When John Brassard was knocking on doors in Barrie, Ont. in this fall’s election, he could sense that his Conservative party’s platform was a winner. Brassard, the incumbent in Barrie-Innisfil, was confident voters would give him a second term on the strength of a tax cut the Conservatives said would save the average family $850 a year, a public transit tax credit that could save long-distance commuters almost $600 a year, and a children’s fitness tax credit that could save hundreds more.
And he did comfortably hold his riding, even after Prime Minister Justin Trudeau paid Barrie two visits during the 40-day campaign. If Trudeau didn’t manage to oust Brassard, though, election results across the suburban swath that starts just south of his seat show why the Liberals tried so hard. Brassard, who represents plenty of Toronto commuters, was the exception, not the rule. His win says a lot about who voted for the Conservatives and who stuck with the Liberals.
GO Transit commuter trains reach the end of the line in Barrie-Innisfil, where thousands of Brassard’s constituents make the daily trek to downtown Toronto or nearby suburbs. The riding has the ninth-highest proportion of commuters who travel longer than an hour each way, according to census data. But the former city councillor and firefighter draws a distinction between the 705—his riding’s area code—and the 905 region just to the south.
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For one, outside of Barrie and a handful of other residential areas, Brassard represents farmers. And half of the commuters in his riding travel less than 30 minutes each way—meaning many aren’t lured away by the GTA. Brassard tailored his pitch to each constituent, pushing affordability measures like the transit credit in commuter-heavy areas, and slamming the federal carbon tax whenever he talked to a farmer who said their costs were through the roof. The Conservative platform may have inadvertently been tailored for a riding like Barrie-Innisfil—dense enough to be considered urban, pock-marked with suburban communities, stitched together by wide rural expanses—at the expense of more densely packed GTA ridings.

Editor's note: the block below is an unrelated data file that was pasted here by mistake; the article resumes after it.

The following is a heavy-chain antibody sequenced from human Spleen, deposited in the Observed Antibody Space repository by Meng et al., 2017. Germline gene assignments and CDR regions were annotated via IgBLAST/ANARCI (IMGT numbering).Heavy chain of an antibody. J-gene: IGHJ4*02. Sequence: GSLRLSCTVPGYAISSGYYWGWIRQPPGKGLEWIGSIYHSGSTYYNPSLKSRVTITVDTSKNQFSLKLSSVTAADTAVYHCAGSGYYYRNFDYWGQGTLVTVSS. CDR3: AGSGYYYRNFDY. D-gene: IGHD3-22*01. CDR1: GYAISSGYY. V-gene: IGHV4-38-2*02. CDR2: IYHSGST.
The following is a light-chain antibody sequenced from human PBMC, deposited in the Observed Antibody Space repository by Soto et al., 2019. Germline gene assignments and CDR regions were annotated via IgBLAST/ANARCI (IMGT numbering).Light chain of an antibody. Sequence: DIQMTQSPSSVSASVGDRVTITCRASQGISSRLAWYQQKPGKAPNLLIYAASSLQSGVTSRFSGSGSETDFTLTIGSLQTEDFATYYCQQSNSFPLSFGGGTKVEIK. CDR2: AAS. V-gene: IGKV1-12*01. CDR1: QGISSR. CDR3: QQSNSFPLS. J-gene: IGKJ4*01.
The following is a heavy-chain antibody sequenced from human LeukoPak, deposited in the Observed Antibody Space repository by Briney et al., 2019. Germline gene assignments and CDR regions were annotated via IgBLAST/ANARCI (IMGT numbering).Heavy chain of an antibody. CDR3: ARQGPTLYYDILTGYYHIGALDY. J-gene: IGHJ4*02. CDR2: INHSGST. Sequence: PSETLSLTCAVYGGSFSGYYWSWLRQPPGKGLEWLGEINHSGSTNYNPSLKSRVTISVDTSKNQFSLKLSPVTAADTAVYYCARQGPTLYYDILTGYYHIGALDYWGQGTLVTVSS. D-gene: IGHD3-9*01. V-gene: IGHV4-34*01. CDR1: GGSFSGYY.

The stark truth of the 2019 election was that fewer than one in five seats changed hands. The vast majority of Canada voted the same way as four years ago. Only 62 ridings flipped out of 338. The victorious Liberals were still the biggest losers. They shed 21 seats to the Tories and only gained two back; they watched eight of their seats fall to the Bloc Québécois, a Fredericton seat go Green and a Vancouver district elect Jody Wilson-Raybould.
The opposition parties traded a handful of seats, but the enduring story was just how many voters, especially in the GTA, sent Liberals back to Ottawa. And the new Liberal coalition looks a lot like the last one, if a bit slimmer.
An avalanche of post-election analysis blames the Conservatives’ loss on Andrew Scheer’s social conservatism, the poor judgment of his senior staff, a lack of reliable voter data, an inadequate plan to fight climate change and an uninspiring set of platform promises. Tories have dispatched John Baird, a longtime Tory MP and cabinet minister, to assess the party’s lacklustre performance. As he goes about his work, detailed Statistics Canada riding profiles with detailed census data on income, employment, ethnicity and age help to piece together the voter coalition that turned away from Scheer and gave Trudeau a second term. (Important caveats: The census data is from 2016, which means it’s at least three years old—particularly relevant in fast-growing communities where demographics change. Also, data on journey to work, ethnicity and education were based on 25 per cent samples of private households in Canada.)